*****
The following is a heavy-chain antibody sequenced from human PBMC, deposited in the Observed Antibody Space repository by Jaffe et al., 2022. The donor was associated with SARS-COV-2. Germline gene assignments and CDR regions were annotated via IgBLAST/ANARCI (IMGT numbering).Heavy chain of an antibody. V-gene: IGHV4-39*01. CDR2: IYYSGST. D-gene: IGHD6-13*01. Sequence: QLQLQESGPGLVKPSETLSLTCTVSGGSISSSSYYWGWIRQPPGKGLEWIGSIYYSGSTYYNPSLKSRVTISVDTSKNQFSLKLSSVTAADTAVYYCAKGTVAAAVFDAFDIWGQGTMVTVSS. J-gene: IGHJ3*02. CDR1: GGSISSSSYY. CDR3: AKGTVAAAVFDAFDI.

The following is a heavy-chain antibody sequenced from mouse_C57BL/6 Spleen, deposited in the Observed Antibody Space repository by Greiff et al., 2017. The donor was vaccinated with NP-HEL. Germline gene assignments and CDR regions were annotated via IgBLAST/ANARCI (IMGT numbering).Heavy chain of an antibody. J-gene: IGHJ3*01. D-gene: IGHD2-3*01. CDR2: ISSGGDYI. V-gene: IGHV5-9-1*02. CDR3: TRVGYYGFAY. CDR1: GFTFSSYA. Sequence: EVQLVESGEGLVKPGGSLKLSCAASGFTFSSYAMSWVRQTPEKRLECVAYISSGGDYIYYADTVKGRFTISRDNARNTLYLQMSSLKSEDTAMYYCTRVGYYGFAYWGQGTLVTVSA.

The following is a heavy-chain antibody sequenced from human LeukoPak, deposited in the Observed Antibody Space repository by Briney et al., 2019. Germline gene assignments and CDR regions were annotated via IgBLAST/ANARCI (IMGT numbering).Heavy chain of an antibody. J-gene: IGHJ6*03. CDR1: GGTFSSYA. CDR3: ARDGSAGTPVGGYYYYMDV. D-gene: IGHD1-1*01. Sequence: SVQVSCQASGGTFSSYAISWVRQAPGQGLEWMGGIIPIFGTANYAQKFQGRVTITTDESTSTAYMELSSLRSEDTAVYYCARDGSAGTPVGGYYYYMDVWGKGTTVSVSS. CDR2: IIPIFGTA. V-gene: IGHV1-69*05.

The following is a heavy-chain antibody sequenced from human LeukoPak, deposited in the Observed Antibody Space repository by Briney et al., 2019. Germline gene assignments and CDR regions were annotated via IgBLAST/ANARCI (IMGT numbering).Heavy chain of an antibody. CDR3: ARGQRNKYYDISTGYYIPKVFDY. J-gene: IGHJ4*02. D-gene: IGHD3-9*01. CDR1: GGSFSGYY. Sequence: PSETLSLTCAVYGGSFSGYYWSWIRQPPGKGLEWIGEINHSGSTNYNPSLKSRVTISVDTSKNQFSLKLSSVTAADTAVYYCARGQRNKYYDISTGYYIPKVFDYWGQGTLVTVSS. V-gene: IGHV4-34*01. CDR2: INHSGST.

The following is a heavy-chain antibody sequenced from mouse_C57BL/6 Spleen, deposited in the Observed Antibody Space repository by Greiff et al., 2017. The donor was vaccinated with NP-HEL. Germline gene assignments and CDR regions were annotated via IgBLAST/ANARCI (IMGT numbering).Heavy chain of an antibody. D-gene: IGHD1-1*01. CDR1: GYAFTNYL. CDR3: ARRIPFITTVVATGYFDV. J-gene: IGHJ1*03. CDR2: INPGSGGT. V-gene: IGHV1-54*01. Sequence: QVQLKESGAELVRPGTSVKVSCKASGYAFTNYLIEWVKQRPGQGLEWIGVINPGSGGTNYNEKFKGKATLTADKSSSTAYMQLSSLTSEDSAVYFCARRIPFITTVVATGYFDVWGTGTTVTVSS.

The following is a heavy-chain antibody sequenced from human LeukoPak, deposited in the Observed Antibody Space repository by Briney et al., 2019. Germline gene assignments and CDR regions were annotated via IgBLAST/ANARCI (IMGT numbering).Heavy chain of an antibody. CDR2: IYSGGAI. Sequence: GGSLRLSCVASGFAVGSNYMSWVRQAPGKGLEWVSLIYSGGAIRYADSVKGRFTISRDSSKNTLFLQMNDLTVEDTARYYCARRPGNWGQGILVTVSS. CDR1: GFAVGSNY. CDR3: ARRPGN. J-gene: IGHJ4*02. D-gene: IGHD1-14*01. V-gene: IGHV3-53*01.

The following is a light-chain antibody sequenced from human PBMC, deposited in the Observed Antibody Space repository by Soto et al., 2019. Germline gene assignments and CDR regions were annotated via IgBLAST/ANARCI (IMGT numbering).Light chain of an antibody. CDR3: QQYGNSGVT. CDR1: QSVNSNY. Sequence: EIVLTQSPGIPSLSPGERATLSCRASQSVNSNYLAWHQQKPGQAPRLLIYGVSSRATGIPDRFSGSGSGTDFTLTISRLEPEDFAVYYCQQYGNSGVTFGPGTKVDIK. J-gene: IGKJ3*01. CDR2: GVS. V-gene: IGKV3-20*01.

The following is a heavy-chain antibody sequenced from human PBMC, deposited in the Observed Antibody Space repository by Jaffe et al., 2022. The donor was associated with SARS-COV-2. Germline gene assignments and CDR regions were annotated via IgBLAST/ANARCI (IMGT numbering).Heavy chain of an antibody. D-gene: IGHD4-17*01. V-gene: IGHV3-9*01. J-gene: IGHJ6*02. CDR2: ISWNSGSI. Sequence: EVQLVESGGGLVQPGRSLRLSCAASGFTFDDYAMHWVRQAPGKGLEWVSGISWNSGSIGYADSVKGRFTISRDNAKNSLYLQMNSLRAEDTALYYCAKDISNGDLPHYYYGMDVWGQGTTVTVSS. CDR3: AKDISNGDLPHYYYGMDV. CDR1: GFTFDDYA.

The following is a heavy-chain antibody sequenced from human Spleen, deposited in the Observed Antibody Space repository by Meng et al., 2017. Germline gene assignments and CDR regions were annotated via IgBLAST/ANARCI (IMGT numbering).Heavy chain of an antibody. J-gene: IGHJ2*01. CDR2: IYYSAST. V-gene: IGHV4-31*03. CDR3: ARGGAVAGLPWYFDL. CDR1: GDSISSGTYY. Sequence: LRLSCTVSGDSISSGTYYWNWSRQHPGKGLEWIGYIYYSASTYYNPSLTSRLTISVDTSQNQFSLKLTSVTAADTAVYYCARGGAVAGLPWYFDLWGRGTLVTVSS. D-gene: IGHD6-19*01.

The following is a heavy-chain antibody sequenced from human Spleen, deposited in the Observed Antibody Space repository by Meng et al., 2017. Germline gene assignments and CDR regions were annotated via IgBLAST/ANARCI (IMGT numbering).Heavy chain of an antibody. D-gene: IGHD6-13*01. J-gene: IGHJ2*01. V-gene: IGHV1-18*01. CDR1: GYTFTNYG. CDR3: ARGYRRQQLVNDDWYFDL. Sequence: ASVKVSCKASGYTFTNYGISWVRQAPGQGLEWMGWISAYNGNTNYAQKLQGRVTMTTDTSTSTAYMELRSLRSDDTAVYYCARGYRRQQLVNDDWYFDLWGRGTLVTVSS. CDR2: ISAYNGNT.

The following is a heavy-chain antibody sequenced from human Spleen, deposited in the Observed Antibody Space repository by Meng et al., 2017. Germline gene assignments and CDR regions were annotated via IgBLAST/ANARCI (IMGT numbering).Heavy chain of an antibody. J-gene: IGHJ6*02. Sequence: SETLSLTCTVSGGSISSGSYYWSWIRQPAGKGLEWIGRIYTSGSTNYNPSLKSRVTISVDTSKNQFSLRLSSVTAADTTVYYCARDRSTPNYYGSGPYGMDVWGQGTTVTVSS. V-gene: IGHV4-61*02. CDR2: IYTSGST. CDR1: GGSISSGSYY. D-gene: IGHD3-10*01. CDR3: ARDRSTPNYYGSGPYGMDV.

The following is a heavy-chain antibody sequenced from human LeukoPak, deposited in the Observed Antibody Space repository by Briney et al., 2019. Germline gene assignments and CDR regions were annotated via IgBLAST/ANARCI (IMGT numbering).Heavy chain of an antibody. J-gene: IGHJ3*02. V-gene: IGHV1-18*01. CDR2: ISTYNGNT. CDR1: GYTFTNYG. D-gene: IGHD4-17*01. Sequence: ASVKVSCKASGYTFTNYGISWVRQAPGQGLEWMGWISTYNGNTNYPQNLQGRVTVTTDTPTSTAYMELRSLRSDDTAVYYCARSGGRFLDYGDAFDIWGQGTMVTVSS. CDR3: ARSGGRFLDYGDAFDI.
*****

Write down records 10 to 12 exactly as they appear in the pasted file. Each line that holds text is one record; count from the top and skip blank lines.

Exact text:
The following is a heavy-chain antibody sequenced from human Spleen, deposited in the Observed Antibody Space repository by Meng et al., 2017. Germline gene assignments and CDR regions were annotated via IgBLAST/ANARCI (IMGT numbering).Heavy chain of an antibody. D-gene: IGHD6-13*01. J-gene: IGHJ2*01. V-gene: IGHV1-18*01. CDR1: GYTFTNYG. CDR3: ARGYRRQQLVNDDWYFDL. Sequence: ASVKVSCKASGYTFTNYGISWVRQAPGQGLEWMGWISAYNGNTNYAQKLQGRVTMTTDTSTSTAYMELRSLRSDDTAVYYCARGYRRQQLVNDDWYFDLWGRGTLVTVSS. CDR2: ISAYNGNT.

The following is a heavy-chain antibody sequenced from human Spleen, deposited in the Observed Antibody Space repository by Meng et al., 2017. Germline gene assignments and CDR regions were annotated via IgBLAST/ANARCI (IMGT numbering).Heavy chain of an antibody. J-gene: IGHJ6*02. Sequence: SETLSLTCTVSGGSISSGSYYWSWIRQPAGKGLEWIGRIYTSGSTNYNPSLKSRVTISVDTSKNQFSLRLSSVTAADTTVYYCARDRSTPNYYGSGPYGMDVWGQGTTVTVSS. V-gene: IGHV4-61*02. CDR2: IYTSGST. CDR1: GGSISSGSYY. D-gene: IGHD3-10*01. CDR3: ARDRSTPNYYGSGPYGMDV.

The following is a heavy-chain antibody sequenced from human LeukoPak, deposited in the Observed Antibody Space repository by Briney et al., 2019. Germline gene assignments and CDR regions were annotated via IgBLAST/ANARCI (IMGT numbering).Heavy chain of an antibody. J-gene: IGHJ3*02. V-gene: IGHV1-18*01. CDR2: ISTYNGNT. CDR1: GYTFTNYG. D-gene: IGHD4-17*01. Sequence: ASVKVSCKASGYTFTNYGISWVRQAPGQGLEWMGWISTYNGNTNYPQNLQGRVTVTTDTPTSTAYMELRSLRSDDTAVYYCARSGGRFLDYGDAFDIWGQGTMVTVSS. CDR3: ARSGGRFLDYGDAFDI.